Evolution of human longevity and the genetic complexity governing aging rate

Proc Natl Acad Sci U S A. 1975 Nov;72(11):4664-8. doi: 10.1073/pnas.72.11.4664.


Genetic complexity of processes governing the aging rate of man was estimated by determining the maximum rate lifespan has evolved along the hominid ancestral-descendant sequence. Maximum lifespan potential was found to have increased approximately 2-fold over the past 3 million years, reaching a maximum rate of increase of 14 years per 100,000 years about 100,000 years ago. It is estimated that about 0.6% of the total functional genes have received substitutions leading to one or more adaptive amino acid changes during this 100,000-year time-period. This suggests that aging is not the result of an expression of a large number of independently acting processes. Instead, primary aging processes appear to exist where only a few genetic changes are necessary to decrease uniformly the aging rate of many different physiological functions.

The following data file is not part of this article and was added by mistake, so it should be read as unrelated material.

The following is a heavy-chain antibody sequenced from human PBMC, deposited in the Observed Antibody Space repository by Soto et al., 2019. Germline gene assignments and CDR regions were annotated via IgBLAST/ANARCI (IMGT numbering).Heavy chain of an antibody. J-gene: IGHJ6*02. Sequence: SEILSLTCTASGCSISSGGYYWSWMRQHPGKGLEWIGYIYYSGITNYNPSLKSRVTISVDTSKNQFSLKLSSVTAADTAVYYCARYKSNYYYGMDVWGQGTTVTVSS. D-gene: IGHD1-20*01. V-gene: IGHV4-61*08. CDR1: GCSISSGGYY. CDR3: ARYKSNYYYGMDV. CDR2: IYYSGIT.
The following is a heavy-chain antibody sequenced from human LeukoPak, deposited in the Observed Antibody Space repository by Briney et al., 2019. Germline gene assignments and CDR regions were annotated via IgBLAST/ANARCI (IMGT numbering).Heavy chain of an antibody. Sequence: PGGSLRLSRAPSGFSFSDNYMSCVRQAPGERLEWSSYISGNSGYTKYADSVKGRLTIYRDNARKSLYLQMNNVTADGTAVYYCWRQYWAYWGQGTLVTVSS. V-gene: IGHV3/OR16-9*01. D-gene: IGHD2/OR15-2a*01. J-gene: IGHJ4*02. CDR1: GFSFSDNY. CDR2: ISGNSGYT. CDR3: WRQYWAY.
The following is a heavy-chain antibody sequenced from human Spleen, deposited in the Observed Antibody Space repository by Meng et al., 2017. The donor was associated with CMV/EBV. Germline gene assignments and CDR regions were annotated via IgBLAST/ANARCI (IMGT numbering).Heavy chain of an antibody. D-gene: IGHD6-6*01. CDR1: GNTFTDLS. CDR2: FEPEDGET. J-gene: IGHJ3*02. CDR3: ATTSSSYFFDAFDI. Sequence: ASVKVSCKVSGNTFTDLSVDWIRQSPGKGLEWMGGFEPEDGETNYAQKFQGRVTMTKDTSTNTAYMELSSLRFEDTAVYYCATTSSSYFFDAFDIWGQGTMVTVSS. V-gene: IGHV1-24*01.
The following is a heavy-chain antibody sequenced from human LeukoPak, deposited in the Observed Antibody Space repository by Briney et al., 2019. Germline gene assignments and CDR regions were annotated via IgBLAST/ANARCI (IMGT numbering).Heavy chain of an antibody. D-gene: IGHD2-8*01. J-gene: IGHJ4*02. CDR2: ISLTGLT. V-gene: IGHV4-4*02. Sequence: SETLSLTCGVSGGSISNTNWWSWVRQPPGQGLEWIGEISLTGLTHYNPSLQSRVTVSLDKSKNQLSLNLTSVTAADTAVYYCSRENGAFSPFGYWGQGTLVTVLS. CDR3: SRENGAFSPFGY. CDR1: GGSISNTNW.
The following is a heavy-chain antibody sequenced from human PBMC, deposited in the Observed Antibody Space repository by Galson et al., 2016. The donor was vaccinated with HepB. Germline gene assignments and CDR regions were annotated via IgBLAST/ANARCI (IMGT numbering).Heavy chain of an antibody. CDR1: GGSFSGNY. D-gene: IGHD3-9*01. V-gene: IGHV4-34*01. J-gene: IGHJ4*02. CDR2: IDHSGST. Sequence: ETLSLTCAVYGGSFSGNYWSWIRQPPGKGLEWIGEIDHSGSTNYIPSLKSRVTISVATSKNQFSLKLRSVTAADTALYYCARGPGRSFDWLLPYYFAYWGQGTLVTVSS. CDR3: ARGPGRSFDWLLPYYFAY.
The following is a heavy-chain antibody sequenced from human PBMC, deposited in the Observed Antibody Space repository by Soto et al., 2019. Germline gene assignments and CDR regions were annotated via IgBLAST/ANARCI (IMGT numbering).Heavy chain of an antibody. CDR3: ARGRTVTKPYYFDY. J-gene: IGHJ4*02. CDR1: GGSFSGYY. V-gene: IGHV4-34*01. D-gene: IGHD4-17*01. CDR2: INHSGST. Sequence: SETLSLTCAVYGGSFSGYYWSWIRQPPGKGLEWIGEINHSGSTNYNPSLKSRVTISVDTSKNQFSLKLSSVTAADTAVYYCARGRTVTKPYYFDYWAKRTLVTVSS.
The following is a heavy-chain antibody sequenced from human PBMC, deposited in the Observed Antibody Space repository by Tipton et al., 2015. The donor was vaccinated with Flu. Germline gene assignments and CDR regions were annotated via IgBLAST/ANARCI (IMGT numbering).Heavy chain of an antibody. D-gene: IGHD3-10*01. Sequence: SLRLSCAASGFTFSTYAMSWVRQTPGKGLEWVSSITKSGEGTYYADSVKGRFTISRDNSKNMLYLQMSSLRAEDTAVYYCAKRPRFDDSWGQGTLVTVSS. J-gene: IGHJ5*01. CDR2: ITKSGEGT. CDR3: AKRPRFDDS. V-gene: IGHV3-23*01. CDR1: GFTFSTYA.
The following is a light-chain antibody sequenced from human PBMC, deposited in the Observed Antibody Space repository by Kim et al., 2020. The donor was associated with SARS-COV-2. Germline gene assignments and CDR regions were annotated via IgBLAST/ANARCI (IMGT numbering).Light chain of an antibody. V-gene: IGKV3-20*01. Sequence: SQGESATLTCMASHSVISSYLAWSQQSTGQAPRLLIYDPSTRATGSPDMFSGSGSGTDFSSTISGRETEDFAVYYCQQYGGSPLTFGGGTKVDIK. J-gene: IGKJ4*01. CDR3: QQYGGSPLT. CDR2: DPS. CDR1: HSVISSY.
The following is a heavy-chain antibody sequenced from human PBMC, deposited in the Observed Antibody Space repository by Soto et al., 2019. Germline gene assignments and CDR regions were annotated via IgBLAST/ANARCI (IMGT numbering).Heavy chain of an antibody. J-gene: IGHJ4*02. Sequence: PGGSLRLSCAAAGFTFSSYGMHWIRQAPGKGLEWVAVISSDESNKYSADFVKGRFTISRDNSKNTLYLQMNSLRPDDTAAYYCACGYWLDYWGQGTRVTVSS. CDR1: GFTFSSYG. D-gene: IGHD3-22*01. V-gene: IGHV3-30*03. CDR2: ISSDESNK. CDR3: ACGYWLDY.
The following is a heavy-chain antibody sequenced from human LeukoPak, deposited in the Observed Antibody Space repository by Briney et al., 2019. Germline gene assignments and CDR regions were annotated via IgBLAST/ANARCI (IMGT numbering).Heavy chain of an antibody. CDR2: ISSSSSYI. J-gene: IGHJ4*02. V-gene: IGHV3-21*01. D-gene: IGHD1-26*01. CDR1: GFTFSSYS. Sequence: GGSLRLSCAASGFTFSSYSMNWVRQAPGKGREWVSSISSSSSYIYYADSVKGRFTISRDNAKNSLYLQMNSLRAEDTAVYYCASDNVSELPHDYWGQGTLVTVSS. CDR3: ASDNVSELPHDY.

Publication types

  • Research Support, U.S. Gov't, P.H.S.

MeSH terms

  • Aging*
  • Animals
  • Biological Evolution*
  • Genotype
  • Haplorhini / physiology
  • Humans
  • Longevity*